Friday, July 21, 2006

AP Biology, Blog or Wiki?
I was listening to a podcast of Alan November speaking at NECC. Several things he said resonated my own thoughts as I decide how to effectively integrate the Web 2.0 with my curriculum. Because the medium is different, the assignment that utilizes the medium has to be different as well. If pencil and paper could be used to complete the assignment, why use the computer? If the assignment can be cut and pasted to completion in a few minutes, of what value is the exercise to the student?
For example, this will be my first year teaching AP Biology. I understand the time constraints will require that a lot of the work on the part of the student to be completed outside of class . One idea I had was to post an essay question online and have the students collaboratively develop an answer. There were a few things I needed to be able to do with this assignment.
First, make it a true collaborative effort. Not the usual group project where one person does most of the work and the rest of the group sits back and takes credit. Therefore, my second need was to verify student input and award credit. Maybe 3-points for an original and correct content contribution, 2-points for a content correction or clarification and 1-point for grammar/syntax correction.
The dilemma then, do I use a blog or a wiki? I understand the collaborative nature of wiki pages and originally had thought ot employ this tool. But, after reading FAQ's at the PB wiki site, I decided to use a blog instead.
The PB wiki does allow for verifying which student modifies the page and when, but unless I search back through the various permutations of the developing page, I won't know what content the student contributes.
So, I've decided to use a blog. It will be a restricted one, accessed only by my students with an assigned username. The comment section will be used to verify what content was actually contributed. I would also like to set up the blog with an "I'm on-line" indicator in the sidebar so that students may chat as they develop content.
Next post, an idea for a wiki!


Sean Martinson said...

An interesting post, you tackle quite a few topics! For starters it's an excellent point to make about using a technology tool when paper and pencil and/or cut and paste will suffice. You really have to think through the essential questions and knowledge you want your students to gain and decide whether either of these tools will fit. I think you saved yourself quite a bit of hassle by reading up on wikis and finding out right away that in order to track student contributions you have to wade through an ocean of updates and track whose is whose, not very effective. Blogs may work as well showing postings and tracks to work, a little easier to feel the work.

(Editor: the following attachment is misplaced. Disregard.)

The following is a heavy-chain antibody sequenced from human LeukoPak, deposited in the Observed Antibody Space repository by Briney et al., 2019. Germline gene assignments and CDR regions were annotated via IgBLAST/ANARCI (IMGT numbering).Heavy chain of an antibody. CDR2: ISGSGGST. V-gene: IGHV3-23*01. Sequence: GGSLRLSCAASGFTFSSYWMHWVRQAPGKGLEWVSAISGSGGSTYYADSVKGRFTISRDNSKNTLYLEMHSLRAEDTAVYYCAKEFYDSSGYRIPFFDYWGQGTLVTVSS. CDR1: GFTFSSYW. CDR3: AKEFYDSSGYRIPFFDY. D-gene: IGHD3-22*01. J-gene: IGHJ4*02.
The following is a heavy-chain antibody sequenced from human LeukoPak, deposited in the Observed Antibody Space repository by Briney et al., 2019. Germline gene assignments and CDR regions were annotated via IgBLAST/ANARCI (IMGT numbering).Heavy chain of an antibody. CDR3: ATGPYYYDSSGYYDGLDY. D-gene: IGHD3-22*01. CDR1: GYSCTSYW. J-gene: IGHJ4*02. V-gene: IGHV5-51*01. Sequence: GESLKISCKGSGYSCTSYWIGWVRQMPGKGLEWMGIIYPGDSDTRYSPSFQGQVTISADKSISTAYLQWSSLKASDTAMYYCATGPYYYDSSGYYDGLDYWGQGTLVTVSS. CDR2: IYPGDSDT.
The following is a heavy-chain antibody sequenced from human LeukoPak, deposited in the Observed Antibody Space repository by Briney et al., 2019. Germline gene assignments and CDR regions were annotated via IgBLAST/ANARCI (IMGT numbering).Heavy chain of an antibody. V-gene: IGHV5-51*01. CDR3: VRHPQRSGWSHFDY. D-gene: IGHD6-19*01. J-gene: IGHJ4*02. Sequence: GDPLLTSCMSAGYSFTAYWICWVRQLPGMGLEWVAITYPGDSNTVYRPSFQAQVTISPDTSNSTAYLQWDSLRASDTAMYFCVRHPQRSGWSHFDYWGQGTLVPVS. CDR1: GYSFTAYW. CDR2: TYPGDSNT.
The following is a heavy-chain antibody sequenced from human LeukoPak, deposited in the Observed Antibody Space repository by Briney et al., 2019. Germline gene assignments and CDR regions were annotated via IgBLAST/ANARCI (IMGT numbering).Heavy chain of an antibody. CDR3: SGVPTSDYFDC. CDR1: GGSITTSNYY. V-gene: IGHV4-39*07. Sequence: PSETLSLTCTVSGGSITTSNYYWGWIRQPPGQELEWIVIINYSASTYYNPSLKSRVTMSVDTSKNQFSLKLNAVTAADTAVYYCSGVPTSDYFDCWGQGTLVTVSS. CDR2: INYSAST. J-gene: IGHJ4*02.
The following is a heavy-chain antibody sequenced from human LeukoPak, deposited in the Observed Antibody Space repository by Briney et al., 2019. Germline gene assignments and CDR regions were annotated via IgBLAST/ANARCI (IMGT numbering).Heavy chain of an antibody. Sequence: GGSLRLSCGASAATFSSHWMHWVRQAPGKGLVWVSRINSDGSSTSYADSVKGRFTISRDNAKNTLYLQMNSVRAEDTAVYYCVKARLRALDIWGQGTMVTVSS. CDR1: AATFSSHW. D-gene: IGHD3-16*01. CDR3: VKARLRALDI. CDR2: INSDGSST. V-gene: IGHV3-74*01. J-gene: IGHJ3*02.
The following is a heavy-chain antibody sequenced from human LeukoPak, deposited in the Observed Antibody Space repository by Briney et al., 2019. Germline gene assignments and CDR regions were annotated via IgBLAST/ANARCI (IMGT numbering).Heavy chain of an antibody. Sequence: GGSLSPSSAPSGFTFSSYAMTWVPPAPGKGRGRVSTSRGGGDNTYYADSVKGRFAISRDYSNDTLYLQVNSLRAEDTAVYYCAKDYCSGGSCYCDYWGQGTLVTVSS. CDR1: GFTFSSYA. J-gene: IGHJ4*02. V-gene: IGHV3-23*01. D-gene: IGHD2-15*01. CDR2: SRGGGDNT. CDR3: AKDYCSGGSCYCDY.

If I may be so bold, you may want to think about running a companion course to your website through a course management system such as Moodle. This option at least allows you to offer wikis and blogs (haven't tried blogs yet) in a one stop environment in which you can control access to. With Moodle you can also offer students discussion boards and chat rooms, again which you can moderate.

Doesn't really answer your question but I think Moodle may be something worth looking in to.

Not to just offer a suggestion and leave you hanging.... if you want to I can set a course up for you at: and let you tool around and see if that will work for you.

Again, great post! I love to see it when people question why we'd use these tools. There has to be a purpose!

Sean M.

Stormcrow said...

Thanks Sean. You must have just polished your crystal ball! I think you have answered the question that I would probably have had to ask in about three post; "Is there a way to organize these tools for effective integration into my curriculum?" Moodle sounds like a strong candidate for doing just that! I had previously read your post "Moodle VS. Desire2Learn" ( and had Moodle on my "learn-more-about-it" list. I will be in touch.
Thanks again.